Public Sector Comparators for UK PFI Roads: Inside the Black Box
R Bain, Robert Bain Traffic & Transportation, UK
Using original material released by the Highways Agency for the first time, the author recreated the public sector comparators (PSCs) used for the evaluation of the first eight road projects to be promoted under the UK?s private finance initiative. These spreadsheet-based recreations show the different components of the construction and operating costs assumed for each of the project roads, and the overall balance between the upfront construction and the longer-term operations obligations. They provide insight into the process of compiling the PSCs by revealing the evidence base underpinning the various cost estimates employed, and they make explicit the assumptions that were made about cost profiling over the 30 year contract terms.
Having recreated the PSCs from first principles, the spreadsheet models allowed for the impact of alternative assumption sets to be assessed. Alternative assumptions regarding project risks were modelled using different levels of optimism-bias uplift, and the impact on value-for-money of using different discount rates was evaluated.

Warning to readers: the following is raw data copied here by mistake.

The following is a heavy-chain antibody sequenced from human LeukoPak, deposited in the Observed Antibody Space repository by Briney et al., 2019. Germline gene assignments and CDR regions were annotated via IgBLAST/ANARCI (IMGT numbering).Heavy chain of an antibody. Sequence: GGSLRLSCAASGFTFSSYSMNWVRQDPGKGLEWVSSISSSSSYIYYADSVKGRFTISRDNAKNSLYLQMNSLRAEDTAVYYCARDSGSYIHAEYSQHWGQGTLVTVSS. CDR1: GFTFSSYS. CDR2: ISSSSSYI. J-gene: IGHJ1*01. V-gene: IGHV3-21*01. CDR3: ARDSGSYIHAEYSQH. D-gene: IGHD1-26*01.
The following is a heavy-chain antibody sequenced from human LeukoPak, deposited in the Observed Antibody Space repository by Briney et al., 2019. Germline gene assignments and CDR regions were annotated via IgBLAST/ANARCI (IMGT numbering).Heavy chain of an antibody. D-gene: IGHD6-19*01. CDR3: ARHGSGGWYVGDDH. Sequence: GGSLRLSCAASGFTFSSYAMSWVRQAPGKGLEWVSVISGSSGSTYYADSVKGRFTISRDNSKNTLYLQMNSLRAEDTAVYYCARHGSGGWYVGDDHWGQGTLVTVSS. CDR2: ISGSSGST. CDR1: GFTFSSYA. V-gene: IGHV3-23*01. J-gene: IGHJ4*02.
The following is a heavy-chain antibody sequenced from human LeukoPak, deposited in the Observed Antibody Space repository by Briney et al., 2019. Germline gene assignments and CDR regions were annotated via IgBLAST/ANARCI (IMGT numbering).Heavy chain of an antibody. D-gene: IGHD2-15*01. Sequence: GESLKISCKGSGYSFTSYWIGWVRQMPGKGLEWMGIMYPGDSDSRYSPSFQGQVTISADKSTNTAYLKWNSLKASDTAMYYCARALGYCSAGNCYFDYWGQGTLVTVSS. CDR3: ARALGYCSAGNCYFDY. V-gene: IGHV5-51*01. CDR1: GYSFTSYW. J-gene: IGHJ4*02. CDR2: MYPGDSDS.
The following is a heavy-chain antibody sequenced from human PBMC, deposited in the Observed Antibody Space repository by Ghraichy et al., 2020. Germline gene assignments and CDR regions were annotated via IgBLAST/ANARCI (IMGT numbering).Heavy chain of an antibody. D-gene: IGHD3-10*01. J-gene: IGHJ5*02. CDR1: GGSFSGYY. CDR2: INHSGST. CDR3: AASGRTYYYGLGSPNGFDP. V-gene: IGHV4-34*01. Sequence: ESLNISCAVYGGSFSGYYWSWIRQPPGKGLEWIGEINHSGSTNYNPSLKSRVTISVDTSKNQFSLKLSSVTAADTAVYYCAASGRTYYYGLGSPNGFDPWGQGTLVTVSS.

PFI and PPP public sector comparators have attracted considerable attention in the literature as they retain a pivotal role in the policy decision to use ? or not use ? private finance. Indeed, the ex ante value-for-money expectations of using private finance derive largely from public sector comparator calculations. However the fact that their detail is usually kept confidential by public sector procuring agencies ? because of commercial sensitivities ? has restricted informed discussion and open debate. Previous authors have generally focused attention on theoretical or conceptual matters. Now the architecture of these comparators is laid bare for critical examination.
It has generally been assumed that, all things being equal, any reduction in the discount rate used in PSC calculations will favour conventional procurement over PFI-type contracting arrangements. The research reported in this paper demonstrates that the relationship between the discount rate and the attractiveness ? or otherwise ? of using private finance is not as simple as has been assumed, and the outcome in terms of value-for-money is not as predictable as has previously been reported.
Association for European Transport